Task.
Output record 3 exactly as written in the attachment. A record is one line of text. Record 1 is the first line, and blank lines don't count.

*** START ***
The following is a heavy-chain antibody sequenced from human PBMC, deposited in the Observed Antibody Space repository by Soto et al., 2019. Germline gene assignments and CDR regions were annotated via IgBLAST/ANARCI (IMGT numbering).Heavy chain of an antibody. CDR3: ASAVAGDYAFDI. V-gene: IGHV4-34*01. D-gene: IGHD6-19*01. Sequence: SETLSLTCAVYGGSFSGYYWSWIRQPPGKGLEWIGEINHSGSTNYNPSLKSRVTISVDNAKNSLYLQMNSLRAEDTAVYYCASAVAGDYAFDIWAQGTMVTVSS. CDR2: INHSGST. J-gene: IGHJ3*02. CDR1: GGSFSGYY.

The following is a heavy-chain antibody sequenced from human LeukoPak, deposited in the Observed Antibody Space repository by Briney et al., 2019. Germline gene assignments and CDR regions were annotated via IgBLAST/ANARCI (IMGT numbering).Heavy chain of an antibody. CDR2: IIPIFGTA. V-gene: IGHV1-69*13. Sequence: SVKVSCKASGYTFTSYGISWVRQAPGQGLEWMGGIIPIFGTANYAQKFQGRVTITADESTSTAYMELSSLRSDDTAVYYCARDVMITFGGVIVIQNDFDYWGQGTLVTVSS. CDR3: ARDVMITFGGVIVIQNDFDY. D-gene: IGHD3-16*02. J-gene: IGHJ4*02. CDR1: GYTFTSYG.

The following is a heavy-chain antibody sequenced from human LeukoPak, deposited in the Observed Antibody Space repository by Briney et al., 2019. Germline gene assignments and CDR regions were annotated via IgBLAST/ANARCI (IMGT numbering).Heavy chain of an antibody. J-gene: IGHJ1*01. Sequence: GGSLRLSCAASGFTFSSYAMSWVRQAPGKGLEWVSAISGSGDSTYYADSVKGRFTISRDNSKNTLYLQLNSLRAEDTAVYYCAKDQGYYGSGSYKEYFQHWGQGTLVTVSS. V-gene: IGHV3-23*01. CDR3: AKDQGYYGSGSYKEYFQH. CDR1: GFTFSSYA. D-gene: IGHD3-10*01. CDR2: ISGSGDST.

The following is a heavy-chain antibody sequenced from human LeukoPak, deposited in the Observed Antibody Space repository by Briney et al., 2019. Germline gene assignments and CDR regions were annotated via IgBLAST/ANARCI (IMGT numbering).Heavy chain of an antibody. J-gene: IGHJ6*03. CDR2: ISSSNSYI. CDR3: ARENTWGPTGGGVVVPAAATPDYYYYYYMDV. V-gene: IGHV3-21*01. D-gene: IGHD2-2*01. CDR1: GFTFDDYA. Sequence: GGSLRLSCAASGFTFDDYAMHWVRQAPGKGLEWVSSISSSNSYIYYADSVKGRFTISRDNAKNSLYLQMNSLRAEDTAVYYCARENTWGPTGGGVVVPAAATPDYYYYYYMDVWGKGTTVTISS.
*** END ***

The following is a heavy-chain antibody sequenced from human LeukoPak, deposited in the Observed Antibody Space repository by Briney et al., 2019. Germline gene assignments and CDR regions were annotated via IgBLAST/ANARCI (IMGT numbering).Heavy chain of an antibody. J-gene: IGHJ1*01. Sequence: GGSLRLSCAASGFTFSSYAMSWVRQAPGKGLEWVSAISGSGDSTYYADSVKGRFTISRDNSKNTLYLQLNSLRAEDTAVYYCAKDQGYYGSGSYKEYFQHWGQGTLVTVSS. V-gene: IGHV3-23*01. CDR3: AKDQGYYGSGSYKEYFQH. CDR1: GFTFSSYA. D-gene: IGHD3-10*01. CDR2: ISGSGDST.